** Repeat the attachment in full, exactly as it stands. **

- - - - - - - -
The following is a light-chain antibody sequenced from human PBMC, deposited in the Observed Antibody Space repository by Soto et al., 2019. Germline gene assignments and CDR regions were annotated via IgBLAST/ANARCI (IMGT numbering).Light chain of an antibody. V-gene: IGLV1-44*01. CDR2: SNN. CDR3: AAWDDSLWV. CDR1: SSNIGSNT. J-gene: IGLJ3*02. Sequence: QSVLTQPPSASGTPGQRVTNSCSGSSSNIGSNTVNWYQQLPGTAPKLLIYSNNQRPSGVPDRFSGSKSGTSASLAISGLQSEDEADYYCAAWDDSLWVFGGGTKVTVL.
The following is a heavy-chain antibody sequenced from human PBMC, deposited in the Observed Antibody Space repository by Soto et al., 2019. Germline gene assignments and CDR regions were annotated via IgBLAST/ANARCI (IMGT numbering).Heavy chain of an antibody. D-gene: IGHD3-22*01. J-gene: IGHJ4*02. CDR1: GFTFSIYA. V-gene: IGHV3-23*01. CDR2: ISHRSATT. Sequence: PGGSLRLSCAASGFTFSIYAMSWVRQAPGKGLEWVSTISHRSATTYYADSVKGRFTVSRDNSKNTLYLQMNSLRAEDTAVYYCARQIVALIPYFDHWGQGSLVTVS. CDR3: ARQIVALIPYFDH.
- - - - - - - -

The following is a light-chain antibody sequenced from human PBMC, deposited in the Observed Antibody Space repository by Soto et al., 2019. Germline gene assignments and CDR regions were annotated via IgBLAST/ANARCI (IMGT numbering).Light chain of an antibody. V-gene: IGLV1-44*01. CDR2: SNN. CDR3: AAWDDSLWV. CDR1: SSNIGSNT. J-gene: IGLJ3*02. Sequence: QSVLTQPPSASGTPGQRVTNSCSGSSSNIGSNTVNWYQQLPGTAPKLLIYSNNQRPSGVPDRFSGSKSGTSASLAISGLQSEDEADYYCAAWDDSLWVFGGGTKVTVL.
The following is a heavy-chain antibody sequenced from human PBMC, deposited in the Observed Antibody Space repository by Soto et al., 2019. Germline gene assignments and CDR regions were annotated via IgBLAST/ANARCI (IMGT numbering).Heavy chain of an antibody. D-gene: IGHD3-22*01. J-gene: IGHJ4*02. CDR1: GFTFSIYA. V-gene: IGHV3-23*01. CDR2: ISHRSATT. Sequence: PGGSLRLSCAASGFTFSIYAMSWVRQAPGKGLEWVSTISHRSATTYYADSVKGRFTVSRDNSKNTLYLQMNSLRAEDTAVYYCARQIVALIPYFDHWGQGSLVTVS. CDR3: ARQIVALIPYFDH.